Shemekia Copeland’s 33 1/3 Is A Perfect 10

Courtesy: Telarc

Shemekia Copeland is only in her thirties.  But in the course of her career so far, she has already garnered the title of Queen of The Blues.  Her current slate of releases shows why she is more than deserving of that title.  And now her new upcoming album, “33 1/3” serves to maintain that reputation.  “33 1/3” is a solid record that ushers in the blues for a whole new generation of music lovers.  From the socially conscious opener, ‘Lemon Pie’ to the slower twelve bar blues style of ‘Ain’t Gonna Be Your Tattoo’ to the semi-country, almost Etta James style of ‘A Woman’, Copeland’s new record is a record that shows her musical prowess yet again.

“33 1/3” opens with a song that will grab audiences both with its groove and its lyrical side in ‘Lemon Pie.’  The gentle groove from bassist Kevin Jenkins and drummer Morris Roberts instantly grabs audiences right off the top.  When Copeland starts singing, something happens.  Even first time listeners of her music will be gripped by the power of her voice.  It’s not an angry sound.  But there’s a certain power and almost a sense of urgency to her voice that lets audiences know she means business.  She sings, “Train left the station/I didn’t climb aboard/price of the ticket was too much to afford/And I saw that politician/I know you know his name/Waving from the window of that gravy train.”  This is a great way to open her new album as it’s the kind of song to which everybody can relate.  She goes on in the song, “I’m hungry for a job/I’m hungry for a meal/I’m hungry for all the good things that/I’m too proud to steal/I’m barely getting’ by/I’m doin’ this and that/While people up top keep getting’ fat.”  It’s pretty obvious in the chorus that lemon pie is that proverbial piece of the pie that every American wants; that American dream.  Again, it’s something to which every listener can relate.  That combination of almost pleading lyrics and the up-tempo music makes this a great introduction for this album.

Copeland doesn’t lose her social consciousness after ‘Lemon Pie.’  The slower, ‘Ain’t Gonna Be Your Tattoo’ is just as hard hitting.  The way that she sings here, one can only imagine a combination of Billie Holiday and certain other blues greats.  Add in the soaring guitar work of Arthur Nelson, and listeners get what is one of this album’s top tracks.  Copeland sings on this song of a subject who was able to get out of an abusive relationship.  She sings as the song opens, “Just what I said wrong is anybody’s guess/But the bruise on my face/Was as blue as my dress/Broken bottle on the table/Broken lamp on the floor/Couple thousand miles/From the bed to the door/Lipstick on his cheek/from my last kiss/Took a ten from his wallet/Left the maid a tip/Ain’t gonna be your tattoo/Ain’t gonna be your tattoo/End up faded and blue/Ain’t gonna be your tattoo.  That opening verse is so powerful in itself.  As the song progresses, audiences will be hooked as she tells her story through song.  While it’s sad what happened in her story, what makes this song good (besides the outstanding music) is that she was strong enough to get away, and not “be that guy’s tattoo.”  If ever there was a song that was pure blues for the new generation, this is it.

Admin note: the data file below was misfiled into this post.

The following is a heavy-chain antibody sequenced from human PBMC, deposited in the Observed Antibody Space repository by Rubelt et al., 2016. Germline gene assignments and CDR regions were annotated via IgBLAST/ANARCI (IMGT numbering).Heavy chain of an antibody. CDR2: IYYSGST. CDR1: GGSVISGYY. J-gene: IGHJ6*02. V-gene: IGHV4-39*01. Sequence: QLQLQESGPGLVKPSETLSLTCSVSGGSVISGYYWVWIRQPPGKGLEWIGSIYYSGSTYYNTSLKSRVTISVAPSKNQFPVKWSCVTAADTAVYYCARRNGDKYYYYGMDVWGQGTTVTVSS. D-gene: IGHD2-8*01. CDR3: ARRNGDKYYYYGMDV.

Copeland shows her blues chops throughout the course of “33 1/3.”  But something interesting happens on the song, ‘A Woman.’  She shows the close roots of blues and country music.  At the same time, she reaches a point in the song where she sings with a gritty growl that would have made Etta James proud.  Musically, this country blues hybrid hits all the right notes.  Lyrically, it takes a different turn than ‘Ain’t Gonna Be Your Tattoo.’  She sings about the right way to treat a woman so as to keep her.  She sings, “Any old fool can stay through the good times/And any old fool can run out on her/So you got to buckle up/And face that stormy weather together/And that’s how a woman wants to be loved by her man.”  That one verse alone is so powerful in its truth.  When she reaches the point about a woman telling a man not to put his hands on her unless he really loves her is the point when she hits that gritty vocal spot.  It perfectly highlights the song and makes both her and the song shine.  It’s one more that is bound to make programmers at any blues centric radio station take notice and want to play it again and again.

These three songs are just a tiny sample of what Shemekia Copeland has in store for fans in her new upcoming album.  There are so many other great songs such as:  ‘I Sing The Blues’, ‘Mississippi Mud’, ‘One More Time’, and ‘Can’t Let Go’ that shine here.  Fans might even have their own other favorites.  And that is the sign of a great album.  “33 1/3” will be available September 25th.  It will be available both in stores and online via Telarc’s website,  While fans wait on the new release, they can also check out all of Shemekia’s latest tour dates and news at, and  

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